Liquid Composite Molding (LCM) includes a range of composite materials manufacturing processes, for example Resin Transfer Molding (RTM), Injection Compression Molding (I/CM) and flexile-bag processes such as Vacuum Assisted Resin Transfer Molding (RTM). In these processes, resin is injected under pressure into a fully or partially-compacted fibrous preform before final cure. Mathematical models and numerical simulations of these manufacturing processes lead to better predictions of the filling times and preform final thicknesses, and of the optimal position of inlet gate location and inlet pressures. In this study, the governing equations of LCM are solved using a number of different variants of the Finite Element Method. In particular, a single fixed grid scheme which conserves fluid mass on the element level, and which ensures continuity of fluid flux across inter-element boundaries, is used and is shown to give accurate results.

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  • Modeling the viscoelastic behaviour of fibre reinforcing fabrics

    Kelly, Piaras; Umer, RA (2004)

    Conference item
    The University of Auckland Library

    The deformation of fibrous materials plays an important role in the Liquid Composite Molding (LCM) processes. These materials display markedly non-linear viscoelastic characteristics. A model of fibrous material deformation is developed, incorporating this non-linear viscoelastic response, with a view to being used in simulations of LCM processes. The model is one-dimensional and is appropriate for the simple fibre compaction deformation which occurs during LCM processes. A limited number of compaction experiments were carried out to determine the model parameters for a continuous filament mat. These included a rapid compaction (100mm/min), a number of slower compactions to the same final volume fraction, and then a number of tests at a constant compaction speed to different final volume fractions. The model gives reasonably good results over a range of compaction speeds and volume fractions.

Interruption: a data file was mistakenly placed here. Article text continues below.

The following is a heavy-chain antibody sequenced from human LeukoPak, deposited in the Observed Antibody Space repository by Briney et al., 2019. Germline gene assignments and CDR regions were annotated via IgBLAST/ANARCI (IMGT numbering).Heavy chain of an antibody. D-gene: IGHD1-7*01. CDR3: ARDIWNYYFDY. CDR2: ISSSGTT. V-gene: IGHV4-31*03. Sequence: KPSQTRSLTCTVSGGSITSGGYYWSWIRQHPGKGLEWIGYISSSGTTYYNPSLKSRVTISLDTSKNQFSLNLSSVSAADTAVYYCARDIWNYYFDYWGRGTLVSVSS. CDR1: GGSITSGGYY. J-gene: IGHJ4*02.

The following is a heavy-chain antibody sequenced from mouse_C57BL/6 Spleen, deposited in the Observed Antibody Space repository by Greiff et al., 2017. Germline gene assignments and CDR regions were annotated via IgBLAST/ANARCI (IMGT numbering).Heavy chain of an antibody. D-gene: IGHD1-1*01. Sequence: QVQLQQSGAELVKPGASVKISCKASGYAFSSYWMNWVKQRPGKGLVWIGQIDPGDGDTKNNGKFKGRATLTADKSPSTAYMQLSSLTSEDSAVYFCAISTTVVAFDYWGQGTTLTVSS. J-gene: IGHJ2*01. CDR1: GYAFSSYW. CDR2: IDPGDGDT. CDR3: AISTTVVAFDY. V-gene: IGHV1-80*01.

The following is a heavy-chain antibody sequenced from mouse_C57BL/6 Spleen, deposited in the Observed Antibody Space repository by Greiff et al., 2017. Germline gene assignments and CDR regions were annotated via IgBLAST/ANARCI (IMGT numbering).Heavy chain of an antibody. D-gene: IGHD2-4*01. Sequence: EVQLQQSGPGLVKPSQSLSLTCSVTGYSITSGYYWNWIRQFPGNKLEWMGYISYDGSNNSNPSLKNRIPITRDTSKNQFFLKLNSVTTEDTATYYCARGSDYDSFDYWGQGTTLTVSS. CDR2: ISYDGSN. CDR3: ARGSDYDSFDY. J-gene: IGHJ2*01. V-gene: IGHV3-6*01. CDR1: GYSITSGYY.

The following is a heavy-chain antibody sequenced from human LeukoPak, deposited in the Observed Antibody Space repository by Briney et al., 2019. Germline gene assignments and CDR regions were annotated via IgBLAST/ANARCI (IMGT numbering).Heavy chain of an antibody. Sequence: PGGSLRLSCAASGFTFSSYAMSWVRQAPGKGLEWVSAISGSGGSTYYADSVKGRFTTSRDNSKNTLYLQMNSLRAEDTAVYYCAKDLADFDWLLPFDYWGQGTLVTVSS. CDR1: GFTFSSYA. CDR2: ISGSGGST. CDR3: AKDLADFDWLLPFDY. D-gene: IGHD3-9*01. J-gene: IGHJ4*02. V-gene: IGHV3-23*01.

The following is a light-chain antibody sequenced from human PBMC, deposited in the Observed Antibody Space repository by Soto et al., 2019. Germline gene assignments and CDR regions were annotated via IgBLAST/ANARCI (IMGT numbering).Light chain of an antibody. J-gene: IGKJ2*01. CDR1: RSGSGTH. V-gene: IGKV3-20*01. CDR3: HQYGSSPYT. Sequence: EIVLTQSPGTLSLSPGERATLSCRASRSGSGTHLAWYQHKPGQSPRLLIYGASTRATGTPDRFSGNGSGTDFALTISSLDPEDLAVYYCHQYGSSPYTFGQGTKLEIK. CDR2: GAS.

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  • Towards a Complete Tooling Force Analysis of Liquid Composite Moulding Processes

    Bickerton, Simon; Kelly, Piaras (2007)

    Conference item
    The University of Auckland Library

    The term Liquid Composite Moulding (LCM) encompasses a growing list of composite manufacturing processes. Resin Transfer Moulding (RTM) and Injection/Compression Moulding (I/CM) utilise two-piece, rigid mould tools, and are the focus of this paper. Moulds used in these processes must supply forces to compact fibre reinforcement, and to balance resin pressures generated within the cavity. An RTM and I/CM simulation is presented, for which a complete tooling force analysis has been incorporated. Complex geometries require the consideration of both the normal and shear stress components acting on mould surfaces. Our previous experimental work has demonstrated the complex time dependency of tooling forces, due to non-elastic compaction behaviour of fibre reinforcements. A combination of elastic models is applied here, modeling phenomena such as stress relaxation and fluid lubrication of the reinforcement in a simple manner. A simple friction based model is included, allowing consideration of complex non-planar part geometries. Two industrial components are used to demonstrate the benefits of a complete tooling analysis. Such analyses are required as the application of the filling simulation is extended to processes within flexible and semi-rigid moulds.

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  • Predicting Stress Distributions Exerted on LCM Tools using Visco-elastic Compaction Models

    Walbran, William; Bickerton, Simon; Kelly, Piaras (2007)

    Conference item
    The University of Auckland Library